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Grouse Hunting: The Magic Hour

Grouse Hunting: The Magic Hour (or hours).

In any outdoor pursuit, “when” is almost as important as “where”. I believe the Ruffed Grouse spends more time up in the trees than we realize. Common notion is that Grouse roost overnight in the trees, and also feed vigorously in trees starting in November through snow melt.

My experience has led me to believe that Grouse not only roost for the night in trees, but also loaf in trees throughout the day. Birds loafing or roosting in trees become very difficult to hunt. Figuring out when they come out of the trees to feed, water, dust, and migrate is vital.

So when is the optimal time?

It’s easier to start with when not to hunt. I find Grouse the hardest to find in September and most of October between about 11am and 3pm. I also find them difficult to find during the hour after dawn and 30 minutes before dusk.

I believe birds flutter to the ground when they wake up and start moving to food (or water during warm weather). More importantly I find they are moving to cover that offers protection. This is the classic stem density associated with Grouse hunting. It’s at this time that birds are spreading the most scent and are active. This makes the dogs job much easier than when birds are loafing or roosting – even if they’re doing so on the ground. Ideal roosting in the Great Lakes where I do all of my Grouse hunting involves conifers – with Spruce and Cedar pockets being my favorite. But don’t overlook Islands of more mature trees in close proximity to good stem density covers (birds moving towards protection as much as food). The greatest hour for the Grouse Hunter is the hour before the last hour of daylight. If it’s too dark to hunt at 8pm, I’d like to be on the ground between 6 and 7pm. In the evening no doubt birds are feeding vigorously, moving from loafing and roosting cover to feed and leaving lots of scent for dogs to work. Find the food, find the roosting and loafing covers and you’ll find birds. At the end of the day, though, there is never a bad time to be afield in pursuit of the King of All Game Birds, the Ruffed Grouse.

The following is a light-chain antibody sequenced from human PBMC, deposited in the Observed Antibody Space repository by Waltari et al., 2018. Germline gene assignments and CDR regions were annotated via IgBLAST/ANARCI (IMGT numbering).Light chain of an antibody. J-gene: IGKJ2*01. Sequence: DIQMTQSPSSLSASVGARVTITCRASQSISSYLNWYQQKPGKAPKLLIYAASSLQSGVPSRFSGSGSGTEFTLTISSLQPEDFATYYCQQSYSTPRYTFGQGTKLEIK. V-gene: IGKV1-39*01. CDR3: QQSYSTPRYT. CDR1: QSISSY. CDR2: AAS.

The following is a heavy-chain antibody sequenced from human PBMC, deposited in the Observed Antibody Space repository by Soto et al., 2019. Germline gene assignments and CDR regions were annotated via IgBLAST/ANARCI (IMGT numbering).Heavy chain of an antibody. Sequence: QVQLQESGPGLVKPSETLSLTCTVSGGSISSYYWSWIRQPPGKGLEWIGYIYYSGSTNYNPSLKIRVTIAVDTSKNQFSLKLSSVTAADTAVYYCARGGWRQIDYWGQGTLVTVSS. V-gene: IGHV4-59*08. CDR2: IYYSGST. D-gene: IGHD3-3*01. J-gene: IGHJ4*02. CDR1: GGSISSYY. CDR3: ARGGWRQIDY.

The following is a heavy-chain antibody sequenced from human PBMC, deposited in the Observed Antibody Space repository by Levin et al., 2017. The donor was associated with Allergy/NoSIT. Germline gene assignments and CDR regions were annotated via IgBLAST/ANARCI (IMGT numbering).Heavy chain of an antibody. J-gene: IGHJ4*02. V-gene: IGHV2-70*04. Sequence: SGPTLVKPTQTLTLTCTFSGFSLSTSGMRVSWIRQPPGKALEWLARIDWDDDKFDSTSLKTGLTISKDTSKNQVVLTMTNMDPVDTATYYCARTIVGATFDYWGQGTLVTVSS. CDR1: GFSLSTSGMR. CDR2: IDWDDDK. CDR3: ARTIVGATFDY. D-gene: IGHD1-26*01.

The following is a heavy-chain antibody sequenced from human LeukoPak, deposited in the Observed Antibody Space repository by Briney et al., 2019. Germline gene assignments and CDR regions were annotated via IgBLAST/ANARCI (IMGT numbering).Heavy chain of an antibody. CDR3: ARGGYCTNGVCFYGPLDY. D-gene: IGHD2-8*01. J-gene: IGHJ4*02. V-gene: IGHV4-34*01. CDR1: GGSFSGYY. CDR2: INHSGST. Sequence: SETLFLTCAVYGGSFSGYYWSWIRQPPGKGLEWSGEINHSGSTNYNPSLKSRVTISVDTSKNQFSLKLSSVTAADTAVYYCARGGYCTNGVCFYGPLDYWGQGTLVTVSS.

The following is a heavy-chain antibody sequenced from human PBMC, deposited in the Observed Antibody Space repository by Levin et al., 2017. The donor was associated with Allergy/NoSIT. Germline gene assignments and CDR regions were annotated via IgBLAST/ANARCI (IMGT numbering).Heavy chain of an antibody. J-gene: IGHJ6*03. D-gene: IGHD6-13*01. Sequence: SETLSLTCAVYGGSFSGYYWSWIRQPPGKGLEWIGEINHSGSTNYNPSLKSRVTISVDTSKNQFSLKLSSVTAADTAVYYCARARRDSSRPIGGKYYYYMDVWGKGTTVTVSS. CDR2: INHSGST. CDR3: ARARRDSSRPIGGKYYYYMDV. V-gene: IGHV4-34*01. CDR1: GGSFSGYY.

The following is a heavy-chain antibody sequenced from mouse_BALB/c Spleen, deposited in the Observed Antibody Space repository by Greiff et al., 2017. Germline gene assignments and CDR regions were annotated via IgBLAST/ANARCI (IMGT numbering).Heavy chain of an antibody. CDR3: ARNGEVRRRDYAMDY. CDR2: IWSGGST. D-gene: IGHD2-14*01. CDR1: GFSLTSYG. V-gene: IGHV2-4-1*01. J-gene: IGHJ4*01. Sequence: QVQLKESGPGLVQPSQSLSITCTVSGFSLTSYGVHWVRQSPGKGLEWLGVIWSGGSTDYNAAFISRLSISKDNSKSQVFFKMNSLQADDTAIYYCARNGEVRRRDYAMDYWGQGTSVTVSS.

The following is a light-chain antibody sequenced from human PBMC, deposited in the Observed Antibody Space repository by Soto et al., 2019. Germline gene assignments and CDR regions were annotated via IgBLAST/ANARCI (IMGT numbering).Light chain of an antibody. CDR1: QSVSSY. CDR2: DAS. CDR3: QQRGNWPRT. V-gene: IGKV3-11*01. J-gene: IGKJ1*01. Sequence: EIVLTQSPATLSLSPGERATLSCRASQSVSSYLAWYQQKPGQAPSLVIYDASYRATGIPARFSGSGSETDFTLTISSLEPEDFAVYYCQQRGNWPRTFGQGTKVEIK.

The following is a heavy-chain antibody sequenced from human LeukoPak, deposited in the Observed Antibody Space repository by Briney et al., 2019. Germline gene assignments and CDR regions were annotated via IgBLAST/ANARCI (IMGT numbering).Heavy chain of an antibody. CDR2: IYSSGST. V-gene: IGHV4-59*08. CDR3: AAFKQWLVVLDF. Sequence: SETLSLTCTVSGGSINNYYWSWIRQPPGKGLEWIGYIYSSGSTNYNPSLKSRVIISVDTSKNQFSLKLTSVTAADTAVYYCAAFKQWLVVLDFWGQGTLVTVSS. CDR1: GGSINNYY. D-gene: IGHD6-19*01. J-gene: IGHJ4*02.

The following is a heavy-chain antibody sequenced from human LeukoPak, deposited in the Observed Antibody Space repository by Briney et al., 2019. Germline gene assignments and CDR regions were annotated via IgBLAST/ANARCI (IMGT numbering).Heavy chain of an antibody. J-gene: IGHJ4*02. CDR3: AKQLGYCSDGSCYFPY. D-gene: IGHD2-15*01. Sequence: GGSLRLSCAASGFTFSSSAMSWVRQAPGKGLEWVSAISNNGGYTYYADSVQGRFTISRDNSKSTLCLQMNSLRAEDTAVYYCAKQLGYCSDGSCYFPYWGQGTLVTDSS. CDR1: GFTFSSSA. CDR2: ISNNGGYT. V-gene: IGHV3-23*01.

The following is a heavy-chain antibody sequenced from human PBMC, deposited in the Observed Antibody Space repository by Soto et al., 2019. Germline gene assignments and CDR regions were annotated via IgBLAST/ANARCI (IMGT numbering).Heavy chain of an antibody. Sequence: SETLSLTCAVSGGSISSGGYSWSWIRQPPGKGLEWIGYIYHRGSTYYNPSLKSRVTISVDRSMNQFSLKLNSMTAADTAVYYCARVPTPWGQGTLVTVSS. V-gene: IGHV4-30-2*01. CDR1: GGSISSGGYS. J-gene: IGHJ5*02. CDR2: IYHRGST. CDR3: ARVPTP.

Fritz Heller is a Q5 Outdoors Pro Staff Member that lives with his 3 Labradors and American Cocker Spaniel in Northern Michigan. He’s an active member of the Ruffed Grouse Society and spends close to 150 hours a year on the ground chasing dogs that are chasing Grouse across the Great Lakes States.